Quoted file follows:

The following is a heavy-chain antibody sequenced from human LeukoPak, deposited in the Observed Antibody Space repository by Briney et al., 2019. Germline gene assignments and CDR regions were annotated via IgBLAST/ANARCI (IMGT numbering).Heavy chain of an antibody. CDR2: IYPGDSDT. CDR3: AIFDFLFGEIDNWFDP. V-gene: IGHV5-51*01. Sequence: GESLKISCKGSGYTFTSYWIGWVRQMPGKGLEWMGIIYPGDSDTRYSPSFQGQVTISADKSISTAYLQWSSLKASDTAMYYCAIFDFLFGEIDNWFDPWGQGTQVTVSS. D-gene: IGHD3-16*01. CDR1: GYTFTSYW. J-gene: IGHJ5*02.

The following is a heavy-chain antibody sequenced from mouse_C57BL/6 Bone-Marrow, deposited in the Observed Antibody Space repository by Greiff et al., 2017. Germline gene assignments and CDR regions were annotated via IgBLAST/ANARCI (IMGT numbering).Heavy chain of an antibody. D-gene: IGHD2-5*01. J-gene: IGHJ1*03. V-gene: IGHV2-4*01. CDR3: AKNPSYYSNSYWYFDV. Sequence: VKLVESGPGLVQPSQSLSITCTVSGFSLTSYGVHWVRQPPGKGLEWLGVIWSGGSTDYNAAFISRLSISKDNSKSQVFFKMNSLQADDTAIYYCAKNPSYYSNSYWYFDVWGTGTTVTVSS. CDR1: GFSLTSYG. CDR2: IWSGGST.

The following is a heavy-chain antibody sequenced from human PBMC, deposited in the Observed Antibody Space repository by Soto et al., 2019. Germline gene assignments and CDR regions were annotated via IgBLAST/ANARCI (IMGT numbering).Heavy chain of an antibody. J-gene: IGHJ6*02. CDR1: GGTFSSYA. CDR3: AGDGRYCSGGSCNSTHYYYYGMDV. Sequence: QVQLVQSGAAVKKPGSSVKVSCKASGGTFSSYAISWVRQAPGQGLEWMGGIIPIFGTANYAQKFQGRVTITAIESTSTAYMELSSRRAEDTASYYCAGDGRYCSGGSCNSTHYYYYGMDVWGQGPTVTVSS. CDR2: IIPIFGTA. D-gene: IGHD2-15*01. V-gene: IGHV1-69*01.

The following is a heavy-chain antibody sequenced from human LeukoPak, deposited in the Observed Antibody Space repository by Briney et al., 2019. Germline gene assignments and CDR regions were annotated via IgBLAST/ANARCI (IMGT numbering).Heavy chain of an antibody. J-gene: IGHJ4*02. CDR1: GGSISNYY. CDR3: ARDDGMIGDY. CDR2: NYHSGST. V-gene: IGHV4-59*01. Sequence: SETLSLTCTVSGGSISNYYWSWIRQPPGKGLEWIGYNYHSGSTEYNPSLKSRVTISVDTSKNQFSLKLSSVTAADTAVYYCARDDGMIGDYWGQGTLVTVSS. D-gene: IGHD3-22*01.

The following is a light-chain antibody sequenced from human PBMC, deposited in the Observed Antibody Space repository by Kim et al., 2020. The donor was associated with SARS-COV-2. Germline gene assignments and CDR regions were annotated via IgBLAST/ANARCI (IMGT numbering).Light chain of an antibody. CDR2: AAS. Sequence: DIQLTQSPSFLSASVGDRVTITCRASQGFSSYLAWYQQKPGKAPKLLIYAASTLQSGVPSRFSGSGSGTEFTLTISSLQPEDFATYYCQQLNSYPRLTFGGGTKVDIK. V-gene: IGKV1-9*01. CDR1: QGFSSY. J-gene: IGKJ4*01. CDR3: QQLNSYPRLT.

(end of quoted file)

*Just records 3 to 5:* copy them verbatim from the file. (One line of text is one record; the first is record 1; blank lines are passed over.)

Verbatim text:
The following is a heavy-chain antibody sequenced from human PBMC, deposited in the Observed Antibody Space repository by Soto et al., 2019. Germline gene assignments and CDR regions were annotated via IgBLAST/ANARCI (IMGT numbering).Heavy chain of an antibody. J-gene: IGHJ6*02. CDR1: GGTFSSYA. CDR3: AGDGRYCSGGSCNSTHYYYYGMDV. Sequence: QVQLVQSGAAVKKPGSSVKVSCKASGGTFSSYAISWVRQAPGQGLEWMGGIIPIFGTANYAQKFQGRVTITAIESTSTAYMELSSRRAEDTASYYCAGDGRYCSGGSCNSTHYYYYGMDVWGQGPTVTVSS. CDR2: IIPIFGTA. D-gene: IGHD2-15*01. V-gene: IGHV1-69*01.

The following is a heavy-chain antibody sequenced from human LeukoPak, deposited in the Observed Antibody Space repository by Briney et al., 2019. Germline gene assignments and CDR regions were annotated via IgBLAST/ANARCI (IMGT numbering).Heavy chain of an antibody. J-gene: IGHJ4*02. CDR1: GGSISNYY. CDR3: ARDDGMIGDY. CDR2: NYHSGST. V-gene: IGHV4-59*01. Sequence: SETLSLTCTVSGGSISNYYWSWIRQPPGKGLEWIGYNYHSGSTEYNPSLKSRVTISVDTSKNQFSLKLSSVTAADTAVYYCARDDGMIGDYWGQGTLVTVSS. D-gene: IGHD3-22*01.

The following is a light-chain antibody sequenced from human PBMC, deposited in the Observed Antibody Space repository by Kim et al., 2020. The donor was associated with SARS-COV-2. Germline gene assignments and CDR regions were annotated via IgBLAST/ANARCI (IMGT numbering).Light chain of an antibody. CDR2: AAS. Sequence: DIQLTQSPSFLSASVGDRVTITCRASQGFSSYLAWYQQKPGKAPKLLIYAASTLQSGVPSRFSGSGSGTEFTLTISSLQPEDFATYYCQQLNSYPRLTFGGGTKVDIK. V-gene: IGKV1-9*01. CDR1: QGFSSY. J-gene: IGKJ4*01. CDR3: QQLNSYPRLT.